Terry Greene Sterling: Arizona is the main gateway for illegal immigration because enforcement of the border in Texas and California "squeezed" immigration through Arizona.
Maryland: I have long suspected that Arizona's law is really a proxy for bashing Hispanics regardless of their immigration status, and not just because Gov. Brewer makes the racist claim that most illegal immigrants from Mexico are drug mules. Most of the supporters I've met rant about the U.S. being increasingly Hispanicizied, or about becoming a minority themselves.
Despite all the safeguards allegedly built into the law, it will amount to police stopping anyone who looks Hispanic. It's not unreasonable suspect that the subconscious intent of the law is to make Arizona less hospitable for Hispanics, even ones whose ancestors lived there before there was a United States, and it's also not unreasonable to foresee a return to the sundown town days except with a different target.
Even if we take the Arizona politicians at their word that they want stronger enforcement for immigration, do you think they're taking the wrong approach by focusing on the illegals themselves? My stance is that no amount of border security will be effective enough. Instead, we should crack down on the employers who hire (read: exploit) illegal immigrants, relax the quotas for legal immigration and make it easier to obtain citizens. Would you support such a strategy?
Terry Greene Sterling: What always amazes me about Arizona is the difference in the ways SB 1070 is perceived by Hispanics and non-Hispanics. Many Anglos don't see what the big deal is, while U.S. citizens of Hispanic origin are deeply wounded and offended by this law. They liken Arizona to Alabama during the civil rights battles of the 1960s.
I see SB 1070 as emblematic of a fight for America's identity.
Squeeze?: "...Texas and California "squeezed" immigration through Arizona."
So why can't we use the same techniques to squeeze and eventually shut down illegal immigration through AZ? How many of the 1200 Nation Guard troops promised by the President are on duty in AZ?
Terry Greene Sterling: Good question.
DHS contends border is more secure now than it has ever been. Illegal immigration is down overall. So one argument is that enforcement is already taking place.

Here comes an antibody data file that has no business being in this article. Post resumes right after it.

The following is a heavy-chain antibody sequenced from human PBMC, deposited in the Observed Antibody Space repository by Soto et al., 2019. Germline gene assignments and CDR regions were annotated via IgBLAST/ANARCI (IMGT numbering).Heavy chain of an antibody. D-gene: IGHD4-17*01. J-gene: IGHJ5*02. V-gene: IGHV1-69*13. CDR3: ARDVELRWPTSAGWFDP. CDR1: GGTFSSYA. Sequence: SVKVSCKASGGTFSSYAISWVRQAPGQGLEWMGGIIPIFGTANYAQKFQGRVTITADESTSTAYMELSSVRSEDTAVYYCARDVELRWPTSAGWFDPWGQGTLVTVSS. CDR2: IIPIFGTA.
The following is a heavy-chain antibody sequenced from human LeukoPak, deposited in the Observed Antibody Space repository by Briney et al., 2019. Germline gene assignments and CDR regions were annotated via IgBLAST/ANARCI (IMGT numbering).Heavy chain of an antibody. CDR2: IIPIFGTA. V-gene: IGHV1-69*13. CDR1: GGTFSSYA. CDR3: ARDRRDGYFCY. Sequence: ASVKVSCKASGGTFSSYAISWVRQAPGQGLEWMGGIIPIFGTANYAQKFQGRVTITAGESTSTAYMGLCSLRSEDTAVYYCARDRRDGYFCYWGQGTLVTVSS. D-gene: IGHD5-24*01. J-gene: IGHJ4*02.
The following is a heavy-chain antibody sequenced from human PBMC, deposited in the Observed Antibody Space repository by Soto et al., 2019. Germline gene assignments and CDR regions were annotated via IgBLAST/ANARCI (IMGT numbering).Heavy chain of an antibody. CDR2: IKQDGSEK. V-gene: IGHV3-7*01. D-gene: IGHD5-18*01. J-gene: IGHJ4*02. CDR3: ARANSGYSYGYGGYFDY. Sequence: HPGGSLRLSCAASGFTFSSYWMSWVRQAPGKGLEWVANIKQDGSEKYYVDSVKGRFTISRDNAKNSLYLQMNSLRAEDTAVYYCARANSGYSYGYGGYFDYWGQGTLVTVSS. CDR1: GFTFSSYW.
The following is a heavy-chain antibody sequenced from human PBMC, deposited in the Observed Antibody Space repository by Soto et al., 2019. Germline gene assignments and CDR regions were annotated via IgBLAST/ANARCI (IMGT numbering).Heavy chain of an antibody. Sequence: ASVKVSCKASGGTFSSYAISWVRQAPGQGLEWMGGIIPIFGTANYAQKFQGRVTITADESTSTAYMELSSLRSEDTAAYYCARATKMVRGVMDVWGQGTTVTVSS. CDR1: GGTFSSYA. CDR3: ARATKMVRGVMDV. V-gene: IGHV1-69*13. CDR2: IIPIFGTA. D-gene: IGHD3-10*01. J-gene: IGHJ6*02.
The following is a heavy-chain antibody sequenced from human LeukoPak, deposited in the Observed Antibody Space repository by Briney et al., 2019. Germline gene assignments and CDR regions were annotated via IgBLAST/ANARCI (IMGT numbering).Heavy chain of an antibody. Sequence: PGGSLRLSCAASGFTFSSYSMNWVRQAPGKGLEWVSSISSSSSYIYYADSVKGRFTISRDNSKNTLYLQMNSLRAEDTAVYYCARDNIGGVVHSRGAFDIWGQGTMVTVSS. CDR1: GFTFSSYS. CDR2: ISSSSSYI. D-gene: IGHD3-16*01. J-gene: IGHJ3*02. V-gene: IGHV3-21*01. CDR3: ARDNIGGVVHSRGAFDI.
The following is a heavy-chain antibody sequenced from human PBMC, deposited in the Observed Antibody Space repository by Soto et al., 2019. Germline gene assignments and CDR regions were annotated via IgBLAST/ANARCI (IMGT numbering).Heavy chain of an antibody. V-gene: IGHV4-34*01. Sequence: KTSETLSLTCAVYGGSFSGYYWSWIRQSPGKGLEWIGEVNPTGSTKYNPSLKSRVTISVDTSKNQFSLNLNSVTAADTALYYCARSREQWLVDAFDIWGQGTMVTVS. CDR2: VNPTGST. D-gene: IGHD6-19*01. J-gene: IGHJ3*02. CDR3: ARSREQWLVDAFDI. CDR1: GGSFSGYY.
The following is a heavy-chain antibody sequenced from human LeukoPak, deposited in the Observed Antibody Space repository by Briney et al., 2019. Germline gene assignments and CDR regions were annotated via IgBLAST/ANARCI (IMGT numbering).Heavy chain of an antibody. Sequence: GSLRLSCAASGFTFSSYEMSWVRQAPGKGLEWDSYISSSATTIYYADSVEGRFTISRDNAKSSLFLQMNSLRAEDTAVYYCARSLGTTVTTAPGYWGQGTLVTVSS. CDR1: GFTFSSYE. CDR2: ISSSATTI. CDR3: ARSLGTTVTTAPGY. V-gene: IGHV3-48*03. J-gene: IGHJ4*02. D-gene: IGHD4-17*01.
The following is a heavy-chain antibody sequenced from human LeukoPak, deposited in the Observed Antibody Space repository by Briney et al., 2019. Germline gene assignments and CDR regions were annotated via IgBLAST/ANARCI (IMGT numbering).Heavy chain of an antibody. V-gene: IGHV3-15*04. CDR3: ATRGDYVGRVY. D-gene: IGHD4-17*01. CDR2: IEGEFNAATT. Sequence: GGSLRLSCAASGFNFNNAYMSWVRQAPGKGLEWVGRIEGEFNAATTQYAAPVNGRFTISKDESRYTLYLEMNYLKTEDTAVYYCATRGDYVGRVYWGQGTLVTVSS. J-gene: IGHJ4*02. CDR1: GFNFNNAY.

Tampa, FL: To me, undocumented workers are invitees, here at the clear request of American business. Our nation's business establishment has hung a giant sign at the border that reads "Help Wanted, Apply Within, No Questions Asked" (in Spanish, of course). There will be no progress on the alleged problem of undocumented workers until that signs comes down.
In the meantime, I can't blame them for coming here. I can blame the businesses that hire them: agriculture, construction, hotels, restaurants, cleaning, just to name to biggest employers of undocumented workers.
It's real simple: Hire them and they will come.
So tell me: how aggressively does Arizona go after employers of undocumented workers? Does Sheriff Joe Arpaio go after them?
Terry Greene Sterling: Arizona's Employer Sanctions Act to my knowledge has only slapped the wrists of two employers, one of which no longer did business in Arizona. But the law has been used by the Maricopa County Sheriff to conduct raids of businesess, and arrest undocumented workers. The workers are charged with felonies stemming from not having valid papers, and serve time in jail. They then contest their removal from USA or sign papers agreeing to removal.
WDC: Crossing the border without authorization is a misdemeanor, not a felony. This act is equivalent to being charged with public intoxication. So, folks need to realize that in the eyes of the law, crossing the border and entering without inspection is not really that big of a deal.
Terry Greene Sterling: Good point.
FBI/DHS?: "...FBI statistics and DHS data do not substantiate those claims." You live in AZ -- how dangerous is the border area? What about the warning signs posted by DHS warning that the border area was dangerous?
Terry Greene Sterling: The claims of violence in Arizona's borderlands don't square with the data. This is not to say there isn't violence in the borderlands. The point is, reports of beheadings and drug cartel violence are not substantiated in the crime data.
washingtonpost.com: Here's the training video Terry referenced above.
Fairfax, Va.: Dear Ms. Greene --
I have several questions about the Arizona Law that I have not seen/heard the MSM address. - Under the Arizona law, if I am stopped and asked about my status and I say, I am a U.S. citizen, will the officer say, "Thank you sir, have a nice day," or will I have to prove it? I (and I think most other citizens) normally don't carry proof of citizenship with them when they go out.
- What is the nature of reciprocity here, i.e., if I were to enter Mexico illegally and asked Arizona-type questions, what would happen to me?
- (and last) Do illegal immigrants typically carry no documents of any kind, or do they tend to carry passports from their home country?
Terry Greene Sterling: The officer would have to have reasonable suspicion that you are not a US citizen before he asks for your documents.
In Arizona, most undocumented immigrants are Mexicans, and they typically carry their Mexican ID cards that they get from the consulate, and Mexican driver licenses.
Terry Greene Sterling: Thanks for joining me. We had a good number of questions, and our time ran out before I could chat with all of you.
I'm signing off now.